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Where Angels Fear to Tread


"She is sure to be good," said Mrs. Herriton, who was standing pens-
ively a little out of the hubbub. But Lilia was already calling to Miss Ab-
bott, a tall, grave, rather nice-looking young lady who was conducting
her adieus in a more decorous manner on the platform.
"Caroline, my Caroline! Jump in, or your chaperon will go off without
you."
And Philip, whom the idea of Italy always intoxicated, had started
again, telling her of the supreme moments of her coming journeyÑthe
Campanile of Airolo, which would burst on her when she emerged from
the St. Gothard tunnel, presaging the future; the view of the Ticino and
Lago Maggiore as the train climbed the slopes of Monte Cenere; the view
of Lugano, the view of ComoÑItaly gathering thick around her
nowÑthe arrival at her first resting-place, when, after long driving
through dark and dirty streets, she should at last behold, amid the roar
of trams and the glare of arc lamps, the buttresses of the cathedral of
Milan.
"Handkerchiefs and collars," screamed Harriet, "in my inlaid box! I've
lent you my inlaid box."
"Good old Harry!" She kissed every one again, and there was a
moment's silence. They all smiled steadily, excepting Philip, who was
choking in the fog, and old Mrs. Theobald, who had begun to cry. Miss
Abbott got into the carriage. The guard himself shut the door, and told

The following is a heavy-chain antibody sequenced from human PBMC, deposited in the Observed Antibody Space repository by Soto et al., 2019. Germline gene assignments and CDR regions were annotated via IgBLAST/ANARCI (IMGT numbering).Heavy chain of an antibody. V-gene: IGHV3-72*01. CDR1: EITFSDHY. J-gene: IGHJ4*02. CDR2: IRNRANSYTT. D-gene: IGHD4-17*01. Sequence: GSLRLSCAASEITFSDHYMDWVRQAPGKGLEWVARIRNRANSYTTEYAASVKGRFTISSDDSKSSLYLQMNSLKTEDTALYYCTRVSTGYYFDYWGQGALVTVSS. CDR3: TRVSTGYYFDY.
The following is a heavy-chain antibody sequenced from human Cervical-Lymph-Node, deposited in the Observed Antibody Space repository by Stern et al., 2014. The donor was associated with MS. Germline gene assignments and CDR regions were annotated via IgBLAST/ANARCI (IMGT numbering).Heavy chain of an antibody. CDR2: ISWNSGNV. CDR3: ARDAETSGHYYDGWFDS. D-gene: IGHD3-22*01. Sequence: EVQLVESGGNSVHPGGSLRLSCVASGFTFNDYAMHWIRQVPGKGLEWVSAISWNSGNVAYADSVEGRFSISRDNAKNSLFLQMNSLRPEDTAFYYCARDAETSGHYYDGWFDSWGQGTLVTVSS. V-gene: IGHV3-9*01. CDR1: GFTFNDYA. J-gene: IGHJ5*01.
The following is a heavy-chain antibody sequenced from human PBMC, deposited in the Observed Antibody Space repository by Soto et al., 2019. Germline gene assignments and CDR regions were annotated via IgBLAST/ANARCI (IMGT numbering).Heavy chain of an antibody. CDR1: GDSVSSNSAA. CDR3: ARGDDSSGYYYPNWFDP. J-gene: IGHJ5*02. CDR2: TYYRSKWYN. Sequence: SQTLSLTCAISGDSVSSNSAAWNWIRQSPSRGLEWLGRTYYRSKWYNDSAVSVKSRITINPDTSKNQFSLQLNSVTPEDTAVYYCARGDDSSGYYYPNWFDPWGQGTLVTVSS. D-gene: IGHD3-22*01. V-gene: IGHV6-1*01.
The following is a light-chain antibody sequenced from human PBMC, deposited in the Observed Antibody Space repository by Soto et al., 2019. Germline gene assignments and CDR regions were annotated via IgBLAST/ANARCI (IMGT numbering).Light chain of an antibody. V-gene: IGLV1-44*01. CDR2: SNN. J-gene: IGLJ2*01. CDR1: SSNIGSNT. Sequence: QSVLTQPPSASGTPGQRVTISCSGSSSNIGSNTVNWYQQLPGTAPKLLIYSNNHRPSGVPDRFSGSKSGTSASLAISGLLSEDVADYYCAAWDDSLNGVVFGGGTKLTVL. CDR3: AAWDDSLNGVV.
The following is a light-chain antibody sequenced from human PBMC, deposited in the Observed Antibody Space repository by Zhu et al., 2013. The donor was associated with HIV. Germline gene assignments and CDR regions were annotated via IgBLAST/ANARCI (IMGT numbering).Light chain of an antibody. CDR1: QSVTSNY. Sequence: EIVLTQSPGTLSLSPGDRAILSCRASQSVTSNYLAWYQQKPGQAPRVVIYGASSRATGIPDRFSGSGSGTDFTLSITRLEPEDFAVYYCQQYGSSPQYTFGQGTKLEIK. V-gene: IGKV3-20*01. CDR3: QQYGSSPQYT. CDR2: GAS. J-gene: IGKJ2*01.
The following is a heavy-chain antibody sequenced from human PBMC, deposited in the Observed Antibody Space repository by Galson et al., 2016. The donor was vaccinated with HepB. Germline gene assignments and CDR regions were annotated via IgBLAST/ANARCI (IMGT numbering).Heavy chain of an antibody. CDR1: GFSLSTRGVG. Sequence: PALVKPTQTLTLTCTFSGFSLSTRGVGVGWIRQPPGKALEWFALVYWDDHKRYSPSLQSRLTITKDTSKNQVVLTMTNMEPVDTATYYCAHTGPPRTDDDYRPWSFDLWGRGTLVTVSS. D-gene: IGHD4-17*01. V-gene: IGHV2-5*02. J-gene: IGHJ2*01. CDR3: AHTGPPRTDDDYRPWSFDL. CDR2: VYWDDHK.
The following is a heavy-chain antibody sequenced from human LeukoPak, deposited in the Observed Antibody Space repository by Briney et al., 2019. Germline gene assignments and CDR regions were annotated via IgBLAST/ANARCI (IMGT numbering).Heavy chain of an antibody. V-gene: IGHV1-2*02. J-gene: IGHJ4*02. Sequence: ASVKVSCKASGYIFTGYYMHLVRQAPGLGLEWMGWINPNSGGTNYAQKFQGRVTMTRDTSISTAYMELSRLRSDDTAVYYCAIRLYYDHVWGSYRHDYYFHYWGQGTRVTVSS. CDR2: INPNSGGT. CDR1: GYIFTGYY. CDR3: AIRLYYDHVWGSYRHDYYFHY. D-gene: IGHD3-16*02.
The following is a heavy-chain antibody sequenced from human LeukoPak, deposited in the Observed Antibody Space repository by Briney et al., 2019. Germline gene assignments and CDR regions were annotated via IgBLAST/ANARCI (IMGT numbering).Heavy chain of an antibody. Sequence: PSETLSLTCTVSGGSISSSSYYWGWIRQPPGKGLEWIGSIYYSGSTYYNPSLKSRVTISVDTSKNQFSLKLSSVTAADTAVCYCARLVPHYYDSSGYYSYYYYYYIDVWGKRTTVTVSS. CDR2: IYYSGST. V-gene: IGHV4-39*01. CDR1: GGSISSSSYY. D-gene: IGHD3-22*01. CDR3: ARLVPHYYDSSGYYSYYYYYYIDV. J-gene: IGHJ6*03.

Lilia that she would be all right. Then the train moved, and they all
moved with it a couple of steps, and waved their handkerchiefs, and
uttered cheerful little cries. At that moment Mr. Kingcroft reappeared,
carrying a footwarmer by both ends, as if it was a tea-tray. He was sorry
that he was too late, and called out in a quivering voice, "Good-bye, Mrs.
Charles. May you enjoy yourself, and may God bless you."
Lilia smiled and nodded, and then the absurd position of the foot-
warmer overcame her, and she began to laugh again.
"Oh, I am so sorry," she cried back, "but you do look so funny. Oh, you
all look so funny waving! Oh, pray!" And laughing helplessly, she was
carried out into the fog.
"High spirits to begin so long a journey," said Mrs. Theobald, dabbing
her eyes.
Mr. Kingcroft solemnly moved his head in token of agreement. "I
wish," said he, "that Mrs. Charles had gotten the footwarmer. These Lon-
don porters won't take heed to a country chap."
"But you did your best," said Mrs. Herriton. "And I think it simply
noble of you to have brought Mrs. Theobald all the way here on such a
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